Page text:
David S. Ferriero 2014-02-11 11:13:30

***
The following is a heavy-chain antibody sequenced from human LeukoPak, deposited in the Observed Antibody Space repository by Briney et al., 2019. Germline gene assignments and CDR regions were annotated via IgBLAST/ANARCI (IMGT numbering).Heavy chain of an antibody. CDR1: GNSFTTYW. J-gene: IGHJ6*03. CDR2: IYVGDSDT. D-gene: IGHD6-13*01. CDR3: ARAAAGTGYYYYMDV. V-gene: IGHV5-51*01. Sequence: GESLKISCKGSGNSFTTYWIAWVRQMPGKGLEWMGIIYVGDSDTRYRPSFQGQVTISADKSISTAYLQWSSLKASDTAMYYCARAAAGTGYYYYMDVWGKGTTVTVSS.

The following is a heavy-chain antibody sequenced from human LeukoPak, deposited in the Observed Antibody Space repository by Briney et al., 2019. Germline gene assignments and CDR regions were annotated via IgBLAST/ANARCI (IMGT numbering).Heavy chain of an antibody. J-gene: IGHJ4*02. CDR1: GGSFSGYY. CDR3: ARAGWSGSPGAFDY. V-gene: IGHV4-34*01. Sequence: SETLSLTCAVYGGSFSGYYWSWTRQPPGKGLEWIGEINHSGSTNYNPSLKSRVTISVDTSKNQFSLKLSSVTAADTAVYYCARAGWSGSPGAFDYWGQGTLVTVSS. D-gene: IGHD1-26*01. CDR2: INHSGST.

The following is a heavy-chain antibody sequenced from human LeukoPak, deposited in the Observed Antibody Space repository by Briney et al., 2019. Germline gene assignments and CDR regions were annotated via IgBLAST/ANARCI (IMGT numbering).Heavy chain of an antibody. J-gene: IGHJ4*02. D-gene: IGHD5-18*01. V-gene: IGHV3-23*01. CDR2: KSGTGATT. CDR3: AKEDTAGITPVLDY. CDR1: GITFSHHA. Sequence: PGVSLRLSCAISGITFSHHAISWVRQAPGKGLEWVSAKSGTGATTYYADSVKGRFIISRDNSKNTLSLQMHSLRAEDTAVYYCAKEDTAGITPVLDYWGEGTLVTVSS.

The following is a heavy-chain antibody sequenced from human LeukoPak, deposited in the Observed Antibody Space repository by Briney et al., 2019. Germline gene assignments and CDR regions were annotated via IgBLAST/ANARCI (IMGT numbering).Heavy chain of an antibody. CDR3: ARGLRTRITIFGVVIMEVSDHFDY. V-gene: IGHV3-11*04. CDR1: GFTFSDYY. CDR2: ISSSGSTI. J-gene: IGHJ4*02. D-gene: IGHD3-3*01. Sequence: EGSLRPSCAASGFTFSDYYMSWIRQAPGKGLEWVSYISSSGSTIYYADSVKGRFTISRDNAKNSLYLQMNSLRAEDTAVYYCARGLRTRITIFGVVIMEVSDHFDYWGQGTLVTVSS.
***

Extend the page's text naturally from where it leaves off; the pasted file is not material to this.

When President Barack Obama took office in 2009, one of his first orders to staff was to create a more open government. “Openness will strengthen our democracy and promote efficiency and effectiveness in government,” he said. “Transparency promotes accountability and provides information for citizens about what their government is doing.” A key component of his openness initiative involves access to government records, including national security information. In December 2009, the president issued an executive order that made the National Archives and Records Administration the lead agency in carrying out his reforms. First, he asked that the nearly 400-millionpage backlog of classified documents be reviewed by December 31 of this year and that as many documents as possible be declassified. To accomplish this, the president ordered the creation of the National Declassification Center (NDC) within NARA. The NDC is on pace to complete much of its work. As of April 6, the center had completed final quality assurance review and processing for national security information on 254 million of 358 million pages. Of the 254 million pages, all processing had been completed on 109 million, 64 million of which are declassified and open to the public. Recommendations from the Public Interest Declassification Board The president also ordered an overhaul of the way we classify and declassify government documents. Currently there is no standard way that agencies and departments across the government classify and declassify materials. Last year, the president asked the Public Interest Declassification Board to investigate this and make recommendations. The Board is an advisory committee established to promote an accurate and thorough record Of major U.S. national security decisions and activities by making recommendations to the president and executive branch agencies for improving classification and declassification policies and practices. The Board’s first report, Improving Declassification (2008) identified fifteen issues and provided forty-nine recommendations designed to make declassification reviews more uniform, effective, and efficient. Many of the Board’s recommendations were included in Executive Order 13526, Classified National Security Information, including the recommendation to create the NDC. The Board advocated for prioritizing the review of historically significant records and requiring that all classified information be subject to declassification review, including artifacts. Its recommendations led to greater interagency cooperation and more uniform, effective, and efficient declassification reviews. The latest report goes a step further, and it is on these recommendations that we can now expect some responses. Here are some of its recommendations: • Appointment by the president of a White House–led Security Classification Reform Steering Committee to oversee implementation of the Board’s recommendations to modernize the current system of classification and declassification. • Classification policies that limit and reduce overclassification. • A classification system streamlined into two levels to align with current access and safeguarding practices in government and to make the threshold for classifying align levels of protection with anticipated levels of harm. • A systematic declassification review process of formerly restricted data. • Strengthening the authority of the NDC, organizing and integrating declassification programs across Government, and requiring better risk management during reviews. • New policies that support records management modernization and early identification of historically important records. • Encouragement by the steering committee of collaboration to employ existing technologies and develop and pilot new methods to modernize classification and declassification. In the report, Chair Nancy Soderberg, noting that the current classification system is seventy years old, said a redesign of the system is needed to deal with the enormous volume of information the government generates while protecting the nation’s important secrets. “We believe the current classification and declassification systems are outdated and do not provide the right balance between the need to protect government secrets and the public’s right to know what government is doing.” The Board also emphasized in its recommendations that the new policies are even more important because new records will be in digital format, and the current system for paper records won’t be appropriate for digital documents. To carry out these recommendations, the president should now assemble a White House–led senior-level steering committee, as the November report recommended, to lead the reform effort. It should be made up of senior officials who will be in a position of authority to implement government-wide recommendations. We look forward to this reform initiative and believe it will provide the public with more access to records that document the rights of our citizens, the actions of our federal officials, and the story of our country so that future generations may learn from our experience.
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